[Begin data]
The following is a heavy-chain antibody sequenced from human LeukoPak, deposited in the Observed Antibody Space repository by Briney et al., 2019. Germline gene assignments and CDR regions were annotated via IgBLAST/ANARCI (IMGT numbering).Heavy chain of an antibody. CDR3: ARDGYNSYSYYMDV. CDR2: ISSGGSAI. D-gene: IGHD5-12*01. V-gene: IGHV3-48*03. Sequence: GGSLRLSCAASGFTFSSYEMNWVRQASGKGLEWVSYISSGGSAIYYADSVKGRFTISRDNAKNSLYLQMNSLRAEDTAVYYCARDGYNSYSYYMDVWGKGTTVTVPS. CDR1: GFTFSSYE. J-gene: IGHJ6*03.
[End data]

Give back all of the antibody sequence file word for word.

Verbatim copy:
The following is a heavy-chain antibody sequenced from human LeukoPak, deposited in the Observed Antibody Space repository by Briney et al., 2019. Germline gene assignments and CDR regions were annotated via IgBLAST/ANARCI (IMGT numbering).Heavy chain of an antibody. CDR3: ARDGYNSYSYYMDV. CDR2: ISSGGSAI. D-gene: IGHD5-12*01. V-gene: IGHV3-48*03. Sequence: GGSLRLSCAASGFTFSSYEMNWVRQASGKGLEWVSYISSGGSAIYYADSVKGRFTISRDNAKNSLYLQMNSLRAEDTAVYYCARDGYNSYSYYMDVWGKGTTVTVPS. CDR1: GFTFSSYE. J-gene: IGHJ6*03.